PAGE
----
For more information, please visit http://residentassociates.org/ticketing/tickets/reserve.aspx?performanceNumber=222624

 

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Breaking the Glass Ceiling Through School Food

I believe she was wearing 5 or 7 bracelets on each arm. She had pink acrylic nails on and hair that resembled Adam Lambert’s.

This week I was lucky enough, despite all the bracelets and nail polish (a big no no in food service) to have two female 11th graders shadow me at school to learn more about the culinary field. For a few hours these young women got a glimpse of what my days are like. One of them had an issue with the 5 am wake up call but for the most part, these two young and focused women came with questions, an open mind, and ready to work on their knife skills.

School food is a lot of things for me: it’s the ability to use great food to educate, to teach, to excite, to grow, and to connect. It’s a platform to reach many generations and teach them why food, up their with family, is so important in one’s life. But, school food also serves as a great arena to showcase how the glass ceiling of gender roles is visible in the culinary field.

Many have written, spoken, and also ignored the fact that men dominate the culinary field. Of course they do. It’s set up for women to fail. Most women put their health and family first and as a result, most women (or most people) don’t want to work over 80 hours a week with no to little time off. It’s a hard business to be in, no matter what area of food service you are in. Most women have a hard time balancing out family and food service gigs, no matter how you shape the gender roles of parenting.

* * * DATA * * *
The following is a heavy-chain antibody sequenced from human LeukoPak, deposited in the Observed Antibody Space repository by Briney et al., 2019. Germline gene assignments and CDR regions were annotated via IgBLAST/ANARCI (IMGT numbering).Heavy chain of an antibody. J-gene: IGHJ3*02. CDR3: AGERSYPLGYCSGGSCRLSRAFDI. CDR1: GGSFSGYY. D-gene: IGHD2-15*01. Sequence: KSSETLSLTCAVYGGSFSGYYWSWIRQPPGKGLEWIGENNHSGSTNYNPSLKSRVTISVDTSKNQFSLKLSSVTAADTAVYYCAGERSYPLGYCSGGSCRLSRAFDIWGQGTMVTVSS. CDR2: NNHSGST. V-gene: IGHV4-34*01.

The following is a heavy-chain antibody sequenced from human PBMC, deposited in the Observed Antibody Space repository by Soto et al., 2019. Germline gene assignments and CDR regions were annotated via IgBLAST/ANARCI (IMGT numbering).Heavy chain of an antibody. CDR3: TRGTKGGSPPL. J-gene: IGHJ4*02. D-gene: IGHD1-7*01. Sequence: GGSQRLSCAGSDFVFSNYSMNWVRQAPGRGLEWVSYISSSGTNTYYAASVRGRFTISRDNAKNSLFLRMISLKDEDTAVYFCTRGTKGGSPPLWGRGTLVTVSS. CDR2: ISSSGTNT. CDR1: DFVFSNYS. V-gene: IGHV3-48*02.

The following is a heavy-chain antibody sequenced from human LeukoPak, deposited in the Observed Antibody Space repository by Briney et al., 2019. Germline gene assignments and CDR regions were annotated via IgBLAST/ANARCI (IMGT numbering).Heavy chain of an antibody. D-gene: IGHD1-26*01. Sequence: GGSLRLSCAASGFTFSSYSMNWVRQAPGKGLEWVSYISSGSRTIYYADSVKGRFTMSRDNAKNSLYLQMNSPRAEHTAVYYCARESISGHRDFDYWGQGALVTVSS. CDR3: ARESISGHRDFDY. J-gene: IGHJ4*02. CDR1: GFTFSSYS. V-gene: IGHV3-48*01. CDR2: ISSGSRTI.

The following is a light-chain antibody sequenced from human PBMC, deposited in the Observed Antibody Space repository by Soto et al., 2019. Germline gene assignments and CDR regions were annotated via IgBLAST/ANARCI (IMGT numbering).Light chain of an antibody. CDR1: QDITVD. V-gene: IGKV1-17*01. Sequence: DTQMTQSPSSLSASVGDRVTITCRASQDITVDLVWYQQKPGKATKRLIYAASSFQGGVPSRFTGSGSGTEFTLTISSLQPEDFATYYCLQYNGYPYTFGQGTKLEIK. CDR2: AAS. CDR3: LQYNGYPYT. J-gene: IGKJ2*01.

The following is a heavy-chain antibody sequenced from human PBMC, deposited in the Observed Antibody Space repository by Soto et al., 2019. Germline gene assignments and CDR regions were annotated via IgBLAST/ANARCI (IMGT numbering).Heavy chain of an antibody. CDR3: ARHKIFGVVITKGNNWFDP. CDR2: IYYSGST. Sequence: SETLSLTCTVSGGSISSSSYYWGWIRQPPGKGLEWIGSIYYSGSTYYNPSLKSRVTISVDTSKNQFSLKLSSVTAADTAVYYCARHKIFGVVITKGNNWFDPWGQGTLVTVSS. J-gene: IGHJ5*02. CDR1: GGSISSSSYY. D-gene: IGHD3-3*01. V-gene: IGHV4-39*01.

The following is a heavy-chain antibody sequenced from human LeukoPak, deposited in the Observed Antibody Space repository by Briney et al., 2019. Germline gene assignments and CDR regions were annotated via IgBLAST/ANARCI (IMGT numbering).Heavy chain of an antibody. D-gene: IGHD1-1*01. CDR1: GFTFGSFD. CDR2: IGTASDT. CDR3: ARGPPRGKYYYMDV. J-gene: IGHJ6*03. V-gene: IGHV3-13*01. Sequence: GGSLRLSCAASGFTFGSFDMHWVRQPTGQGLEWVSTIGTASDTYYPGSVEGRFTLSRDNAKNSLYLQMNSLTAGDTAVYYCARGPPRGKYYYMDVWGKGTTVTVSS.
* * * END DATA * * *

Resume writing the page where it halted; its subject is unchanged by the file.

I thrive in school food because it’s more meaningful to me, not saying all women, than a tasting menu. Tasting menus are lovely and amazing but I personally need more. I get to do “restaurant work” with community outreach. Perhaps that’s where more women feel connected. Perhaps that’s why most school food service operations are staffed by hourly and salaried women. Perhaps that’s why I was sent a few female students to explore school food operations. Perhaps!

The young women that entered our kitchen this week are seeking new experiences, they are taking risks, and they are going after something that makes them feel good and happy. They aren’t going after security but rather after sincerity. I have no doubt that no matter where these two young women end up in food service that they will break down barriers of gender and make stronger communities along the way.